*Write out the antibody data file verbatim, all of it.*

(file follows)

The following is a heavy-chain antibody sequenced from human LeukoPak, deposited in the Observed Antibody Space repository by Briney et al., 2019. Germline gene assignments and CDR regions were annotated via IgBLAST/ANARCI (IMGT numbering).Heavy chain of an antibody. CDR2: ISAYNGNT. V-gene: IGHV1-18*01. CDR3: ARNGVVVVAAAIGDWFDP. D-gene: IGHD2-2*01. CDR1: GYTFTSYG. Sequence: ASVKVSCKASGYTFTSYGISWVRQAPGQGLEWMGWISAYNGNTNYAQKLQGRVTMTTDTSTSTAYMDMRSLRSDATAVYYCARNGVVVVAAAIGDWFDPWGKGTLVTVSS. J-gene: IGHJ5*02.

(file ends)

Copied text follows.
The following is a heavy-chain antibody sequenced from human LeukoPak, deposited in the Observed Antibody Space repository by Briney et al., 2019. Germline gene assignments and CDR regions were annotated via IgBLAST/ANARCI (IMGT numbering).Heavy chain of an antibody. CDR2: ISAYNGNT. V-gene: IGHV1-18*01. CDR3: ARNGVVVVAAAIGDWFDP. D-gene: IGHD2-2*01. CDR1: GYTFTSYG. Sequence: ASVKVSCKASGYTFTSYGISWVRQAPGQGLEWMGWISAYNGNTNYAQKLQGRVTMTTDTSTSTAYMDMRSLRSDATAVYYCARNGVVVVAAAIGDWFDPWGKGTLVTVSS. J-gene: IGHJ5*02.